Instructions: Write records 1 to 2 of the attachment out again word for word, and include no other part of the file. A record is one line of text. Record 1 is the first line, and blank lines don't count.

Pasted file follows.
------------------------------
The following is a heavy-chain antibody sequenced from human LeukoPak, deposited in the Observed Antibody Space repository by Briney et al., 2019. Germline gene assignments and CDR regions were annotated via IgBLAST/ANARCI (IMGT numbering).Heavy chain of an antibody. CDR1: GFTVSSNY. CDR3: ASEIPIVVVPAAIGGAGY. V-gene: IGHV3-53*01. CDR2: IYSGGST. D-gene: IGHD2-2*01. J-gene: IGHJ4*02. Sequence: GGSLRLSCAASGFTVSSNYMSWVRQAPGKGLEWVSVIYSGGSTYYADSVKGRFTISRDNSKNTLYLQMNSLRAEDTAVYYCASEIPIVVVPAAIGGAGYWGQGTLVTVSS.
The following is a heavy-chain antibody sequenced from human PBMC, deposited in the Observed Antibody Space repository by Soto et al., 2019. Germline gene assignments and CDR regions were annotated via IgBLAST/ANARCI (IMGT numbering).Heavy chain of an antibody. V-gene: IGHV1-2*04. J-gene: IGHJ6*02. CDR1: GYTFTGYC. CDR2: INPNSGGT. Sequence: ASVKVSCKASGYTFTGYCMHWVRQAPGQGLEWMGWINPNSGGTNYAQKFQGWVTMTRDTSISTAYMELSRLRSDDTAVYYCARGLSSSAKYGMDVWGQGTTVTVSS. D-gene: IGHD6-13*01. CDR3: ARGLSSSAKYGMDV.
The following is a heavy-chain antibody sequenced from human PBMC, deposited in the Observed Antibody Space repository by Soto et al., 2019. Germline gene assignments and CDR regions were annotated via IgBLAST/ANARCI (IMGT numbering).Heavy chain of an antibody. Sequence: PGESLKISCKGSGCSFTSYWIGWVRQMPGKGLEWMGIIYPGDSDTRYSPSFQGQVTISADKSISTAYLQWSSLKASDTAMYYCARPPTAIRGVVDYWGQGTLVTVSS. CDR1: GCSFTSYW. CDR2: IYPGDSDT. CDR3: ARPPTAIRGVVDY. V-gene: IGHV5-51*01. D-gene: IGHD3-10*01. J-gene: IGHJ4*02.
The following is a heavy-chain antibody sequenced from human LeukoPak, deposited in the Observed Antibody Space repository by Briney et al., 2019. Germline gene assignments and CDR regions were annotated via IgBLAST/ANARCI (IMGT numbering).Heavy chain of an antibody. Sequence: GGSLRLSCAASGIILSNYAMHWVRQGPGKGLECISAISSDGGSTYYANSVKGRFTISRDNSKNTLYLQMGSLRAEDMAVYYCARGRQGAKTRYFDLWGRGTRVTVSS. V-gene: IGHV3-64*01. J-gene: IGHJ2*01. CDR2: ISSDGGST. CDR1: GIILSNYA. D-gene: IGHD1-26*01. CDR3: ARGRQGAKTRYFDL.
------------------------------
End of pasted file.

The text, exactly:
The following is a heavy-chain antibody sequenced from human LeukoPak, deposited in the Observed Antibody Space repository by Briney et al., 2019. Germline gene assignments and CDR regions were annotated via IgBLAST/ANARCI (IMGT numbering).Heavy chain of an antibody. CDR1: GFTVSSNY. CDR3: ASEIPIVVVPAAIGGAGY. V-gene: IGHV3-53*01. CDR2: IYSGGST. D-gene: IGHD2-2*01. J-gene: IGHJ4*02. Sequence: GGSLRLSCAASGFTVSSNYMSWVRQAPGKGLEWVSVIYSGGSTYYADSVKGRFTISRDNSKNTLYLQMNSLRAEDTAVYYCASEIPIVVVPAAIGGAGYWGQGTLVTVSS.
The following is a heavy-chain antibody sequenced from human PBMC, deposited in the Observed Antibody Space repository by Soto et al., 2019. Germline gene assignments and CDR regions were annotated via IgBLAST/ANARCI (IMGT numbering).Heavy chain of an antibody. V-gene: IGHV1-2*04. J-gene: IGHJ6*02. CDR1: GYTFTGYC. CDR2: INPNSGGT. Sequence: ASVKVSCKASGYTFTGYCMHWVRQAPGQGLEWMGWINPNSGGTNYAQKFQGWVTMTRDTSISTAYMELSRLRSDDTAVYYCARGLSSSAKYGMDVWGQGTTVTVSS. D-gene: IGHD6-13*01. CDR3: ARGLSSSAKYGMDV.